Before you enter into a consumer credit contract such as a credit card, personal loan or mortgage, lenders must disclose certain key information to you.

Get your credit costs and legal rights in writing

Key information about a consumer credit contract must be given to you in a written disclosure statement before you enter into a consumer credit contract. It helps you to understand the credit costs and explains your legal rights, such as your right to cancel to the contract.

Continuing disclosure is also required at six-monthly intervals or more frequently if it is a revolving credit contract such as a credit card, or when you ask for information about fees, balance owing and so on.

A revolving credit contract is a credit contract:

  • under which you can make more than one request for credit under the contract
  • which does not limit the total amount that can be given you as a borrower.

This includes revolving credit loans under mortgages.

Read Mortgages to find out more.

The lender must also disclose any agreed changes between you and the lender before they take effect.

If disclosure is not made or is incomplete or inaccurate, your credit contract is not enforceable, and you are not liable for the costs of borrowing during that time, until disclosure is made. The lender may also be penalised and you may be able to cancel some or all of the contract.

The law changed for credit contracts from 6 June 2015 and only applies to contracts entered into after that date.

Read the Commerce Commission’s fact sheet on how the changes to consumer law apply to contracts(external link) .

Know your rights

When a lender discloses key information, it must be clear, concise, and easy for a reasonable consumer to understand.

Generally, written disclosure for consumer credit contracts is required:

  • before you enter into the contract
  • during the term of the contract, every six months or 45 working days if it is a revolving credit contract (continuing disclosure)
  • if any agreed changes are made to the contract
  • when you or your guarantor asks for it.

Continuing disclosure may be done on a website when you agree to this and no interest charges or credit fees are payable under the credit contract.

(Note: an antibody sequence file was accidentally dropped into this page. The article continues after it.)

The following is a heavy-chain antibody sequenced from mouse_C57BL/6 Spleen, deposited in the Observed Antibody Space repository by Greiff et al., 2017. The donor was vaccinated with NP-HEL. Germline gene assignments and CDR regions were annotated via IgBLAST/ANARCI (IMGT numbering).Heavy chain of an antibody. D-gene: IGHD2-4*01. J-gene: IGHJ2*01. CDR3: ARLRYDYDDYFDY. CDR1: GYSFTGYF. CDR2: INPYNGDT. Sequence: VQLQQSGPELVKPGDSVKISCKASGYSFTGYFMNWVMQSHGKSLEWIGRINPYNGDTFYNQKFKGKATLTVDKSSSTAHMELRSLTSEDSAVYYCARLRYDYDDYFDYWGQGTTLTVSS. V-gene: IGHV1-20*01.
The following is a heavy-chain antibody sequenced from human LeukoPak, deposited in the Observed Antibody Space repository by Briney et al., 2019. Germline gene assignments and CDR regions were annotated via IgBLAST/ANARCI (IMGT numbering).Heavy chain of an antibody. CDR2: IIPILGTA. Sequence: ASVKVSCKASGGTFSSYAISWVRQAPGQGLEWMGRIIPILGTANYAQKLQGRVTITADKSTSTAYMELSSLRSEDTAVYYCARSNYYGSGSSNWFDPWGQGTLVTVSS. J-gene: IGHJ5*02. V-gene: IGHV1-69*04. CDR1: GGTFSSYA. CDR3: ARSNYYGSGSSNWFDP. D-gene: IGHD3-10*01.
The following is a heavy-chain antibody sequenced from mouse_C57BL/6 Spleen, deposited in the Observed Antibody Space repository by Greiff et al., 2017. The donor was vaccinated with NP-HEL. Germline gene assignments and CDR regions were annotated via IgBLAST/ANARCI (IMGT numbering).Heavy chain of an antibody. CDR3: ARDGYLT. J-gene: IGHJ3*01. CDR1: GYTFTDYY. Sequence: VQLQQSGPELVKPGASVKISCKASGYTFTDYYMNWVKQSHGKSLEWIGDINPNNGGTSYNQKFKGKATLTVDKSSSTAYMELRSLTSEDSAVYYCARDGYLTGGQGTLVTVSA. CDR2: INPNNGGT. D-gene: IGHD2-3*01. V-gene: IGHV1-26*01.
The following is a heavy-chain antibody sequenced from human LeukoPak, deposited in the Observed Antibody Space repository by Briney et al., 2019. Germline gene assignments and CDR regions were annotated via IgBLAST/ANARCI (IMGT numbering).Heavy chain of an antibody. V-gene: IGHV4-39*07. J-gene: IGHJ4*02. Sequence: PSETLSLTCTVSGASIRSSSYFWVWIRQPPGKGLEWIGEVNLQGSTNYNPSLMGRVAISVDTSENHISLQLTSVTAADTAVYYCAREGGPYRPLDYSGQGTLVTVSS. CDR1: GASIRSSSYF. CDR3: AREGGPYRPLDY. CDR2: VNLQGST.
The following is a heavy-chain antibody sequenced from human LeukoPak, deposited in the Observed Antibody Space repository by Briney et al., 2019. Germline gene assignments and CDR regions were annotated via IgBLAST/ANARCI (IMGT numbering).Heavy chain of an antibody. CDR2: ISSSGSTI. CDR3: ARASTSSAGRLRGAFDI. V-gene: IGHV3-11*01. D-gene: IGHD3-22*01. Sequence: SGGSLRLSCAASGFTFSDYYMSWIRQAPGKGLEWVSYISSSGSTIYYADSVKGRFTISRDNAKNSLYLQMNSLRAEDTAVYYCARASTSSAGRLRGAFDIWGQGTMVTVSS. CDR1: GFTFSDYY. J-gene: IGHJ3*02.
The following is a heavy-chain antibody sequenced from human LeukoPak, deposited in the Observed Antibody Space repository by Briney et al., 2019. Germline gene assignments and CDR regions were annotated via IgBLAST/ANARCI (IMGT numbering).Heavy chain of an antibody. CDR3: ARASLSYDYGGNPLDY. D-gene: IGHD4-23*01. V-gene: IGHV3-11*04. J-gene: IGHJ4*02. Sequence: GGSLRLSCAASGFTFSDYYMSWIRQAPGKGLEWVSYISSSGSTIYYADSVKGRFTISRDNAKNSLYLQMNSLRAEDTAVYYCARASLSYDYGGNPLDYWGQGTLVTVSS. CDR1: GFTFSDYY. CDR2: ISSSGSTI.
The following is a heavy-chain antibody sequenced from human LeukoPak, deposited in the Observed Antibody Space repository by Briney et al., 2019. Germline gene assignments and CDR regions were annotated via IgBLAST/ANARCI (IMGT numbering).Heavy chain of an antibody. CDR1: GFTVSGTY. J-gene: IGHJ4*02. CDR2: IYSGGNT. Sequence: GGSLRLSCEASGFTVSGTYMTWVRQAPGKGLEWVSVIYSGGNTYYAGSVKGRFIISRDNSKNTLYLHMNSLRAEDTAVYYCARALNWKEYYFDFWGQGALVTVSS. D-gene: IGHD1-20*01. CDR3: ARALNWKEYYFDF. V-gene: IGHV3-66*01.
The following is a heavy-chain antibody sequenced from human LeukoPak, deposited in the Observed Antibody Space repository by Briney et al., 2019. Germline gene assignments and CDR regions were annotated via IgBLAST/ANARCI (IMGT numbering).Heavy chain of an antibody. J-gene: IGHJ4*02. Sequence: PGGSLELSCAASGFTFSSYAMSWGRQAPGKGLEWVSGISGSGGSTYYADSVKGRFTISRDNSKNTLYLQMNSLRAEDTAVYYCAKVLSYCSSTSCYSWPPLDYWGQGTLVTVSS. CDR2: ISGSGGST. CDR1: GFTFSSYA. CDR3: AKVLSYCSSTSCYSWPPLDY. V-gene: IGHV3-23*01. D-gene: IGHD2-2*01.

See also:

What disclosure must include

Initial disclosure at the start of a contract under the Credit Contracts and Consumer Finance Act (CCCFA) includes:

  • unpaid balance and any subsequent advances to be made, including the total amount to be advanced
  • credit limit for credit cards
  • interest: annual interest rate, the method of charging interest, the total interest charges and any interest-free period
  • credit fees or other default charges if you fail to meet the contract’s terms or miss payments. Also, early repayment charges and how they will be calculated
  • payments: amounts, the number and total amount of payments, and the date when the first payment is due
  • security interests: describe any property that is being used as security accurately and whether a disabling device will be attached to that property
  • cancellation: your right to cancel within five working days of receiving the disclosure statement
  • hardship: your right to ask the lender to change the contract if your circumstances change unexpectedly
  • the dispute resolution scheme the lender belongs to.

You may cancel your credit contract at any time if you didn’t get a copy of the key information (disclosure statement) or it is incorrect, incomplete or illegible.

Also, if full disclosure is not made, a lender:

  • can’t recover any interest and fees for the period of non-compliance
  • can’t enforce the contract
  • may be liable for penalties.

See also:

Information must be clear, concise, and should not mislead or deceive a reasonable person.

Standard terms and conditions

Lenders must make their standard form contract terms and costs of borrowing publicly available on their website or on a notice at their business premises. This is to help you compare the cost of borrowing and contract terms, and to shop around. Lenders must also state that a copy of the standard contract terms is available on request, free of charge.

Contact the lender

Contact the lender if you didn’t get the right information for disclosure or a copy of your credit contract.

If your concern or difficulty is not resolved to your satisfaction, you can then contact the Financial Dispute Resolution Scheme(external link)   that your lender belongs to.

Next steps

If you are unable to resolve your issue directly with the bank or service provider, our Resolve It tool has information to help you take the next steps. These may include going to the Disputes Tribunal or District Court.

Resolve it: Banking, finance and insurance

Need more help?

Contact us for more guidance.

Common situation

Incorrect disclosure

Jack buys a car on finance in September 2015. The finance company gives Jack a copy of the disclosure document. A few months later Jack looks at his bank statement and finds out the repayment rate is different to what he was told initially. When he checks the disclosure document, the interest rate is higher than he expected. He contacts the finance company and finds out the interest rate was wrong in the contract. The finance company needs to correct the error and reimburse Jack for the interest paid during that period of non-compliance, and provide him with correct disclosure documents.